Saudi sculptures, Cuban cigars among foreign gifts to Obama
Posted October 13
WASHINGTON — Seven boxes of Cuban cigars and matching Dutch bicycles may have been the most appreciated gifts that President Barack Obama and his wife received from foreign leaders last year, but a gem-encrusted horse sculpture from Saudi Arabia's king and a pair of intricate mechanical birds from the emir of Qatar topped the extravagance chart.
In documents published Wednesday, the State Department said the horse sculpture presented to Obama by Saudi King Salman in September 2015 was made from gold-plated sterling silver, diamonds, tsavorites, yellow sapphires, rubies and obsidian mounted on a rotating, piano-black lacquer base. Its value, along with a chronometer, a set of golf clubs and a golf bag, was estimated at nearly $523,000, by far the most expensive gift given last year, according to the annual registry of foreign gifts given to U.S. officials from the department's protocol office.
The emir of Qatar came close, though. He gave Obama and the first lady two gold-plated bird clock mechanisms worth $110,000 each. Each of the nine-inch replicas of chiffchaffs "tweets, turns, and flaps its wings once per hour," according to the filing in the Federal Register.
Nearly all of the gifts were turned over to the government.
Another Saudi gift Obama received in 2015 was a sword with a hilt made of mother-of-pearl and gold in a ruby-encrusted gold and silver sheath, valued at $87,900.
The commander in chief was not the only recipient of Saudi gifts — Vice President Joe Biden received a Thomas Mercer clock worth $160,000; national security adviser Susan Rice got a silver- and gold-plated statuette with as estimated value of $31,500; and White House chief of staff Denis McDonough received a sculpture of Bedouins on a malachite base, worth $52,000, according to the documents. A handful of White House protocol officers were given Rolex watches worth in excess of $8,000.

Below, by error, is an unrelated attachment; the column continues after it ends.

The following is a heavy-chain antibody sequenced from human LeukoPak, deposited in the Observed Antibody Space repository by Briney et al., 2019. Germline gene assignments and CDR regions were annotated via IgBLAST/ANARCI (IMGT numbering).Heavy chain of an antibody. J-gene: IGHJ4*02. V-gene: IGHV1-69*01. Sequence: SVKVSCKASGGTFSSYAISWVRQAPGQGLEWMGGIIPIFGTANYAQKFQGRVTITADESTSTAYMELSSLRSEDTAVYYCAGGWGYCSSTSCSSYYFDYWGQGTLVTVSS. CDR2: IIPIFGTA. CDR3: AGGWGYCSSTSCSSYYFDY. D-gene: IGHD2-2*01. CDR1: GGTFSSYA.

Government employees are not normally allowed to keep gifts they receive in their official capacity, but exceptions can be made if they pay the U.S. government the equivalent of their cost.
Thus, Wendy Sherman, the chief U.S. negotiator for the Iran nuclear deal, kept two rugs given to her by Iranian officials that were valued at $1,100 and $1,150 respectively.
The Cuban cigars were given to Obama by the government in Havana in December 2015, shortly before the first anniversary of his announcement that ties between the former Cold War foes would be normalized. They were valued at $4,100 and handed to the Secret Service for disposition. The Dutch bikes — "personalized" and "made of black metal with bell" — that Obama and his wife received from the Netherlands' king in May 2015 were estimated to be worth $2,575.